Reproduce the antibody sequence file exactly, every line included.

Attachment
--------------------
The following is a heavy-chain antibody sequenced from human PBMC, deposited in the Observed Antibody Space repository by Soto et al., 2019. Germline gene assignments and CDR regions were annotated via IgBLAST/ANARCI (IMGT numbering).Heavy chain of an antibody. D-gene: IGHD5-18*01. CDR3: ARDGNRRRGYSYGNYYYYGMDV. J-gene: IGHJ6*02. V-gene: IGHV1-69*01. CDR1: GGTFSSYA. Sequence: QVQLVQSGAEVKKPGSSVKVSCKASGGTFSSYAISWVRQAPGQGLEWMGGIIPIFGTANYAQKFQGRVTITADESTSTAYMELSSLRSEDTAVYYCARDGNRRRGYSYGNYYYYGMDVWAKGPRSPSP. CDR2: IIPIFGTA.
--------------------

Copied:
The following is a heavy-chain antibody sequenced from human PBMC, deposited in the Observed Antibody Space repository by Soto et al., 2019. Germline gene assignments and CDR regions were annotated via IgBLAST/ANARCI (IMGT numbering).Heavy chain of an antibody. D-gene: IGHD5-18*01. CDR3: ARDGNRRRGYSYGNYYYYGMDV. J-gene: IGHJ6*02. V-gene: IGHV1-69*01. CDR1: GGTFSSYA. Sequence: QVQLVQSGAEVKKPGSSVKVSCKASGGTFSSYAISWVRQAPGQGLEWMGGIIPIFGTANYAQKFQGRVTITADESTSTAYMELSSLRSEDTAVYYCARDGNRRRGYSYGNYYYYGMDVWAKGPRSPSP. CDR2: IIPIFGTA.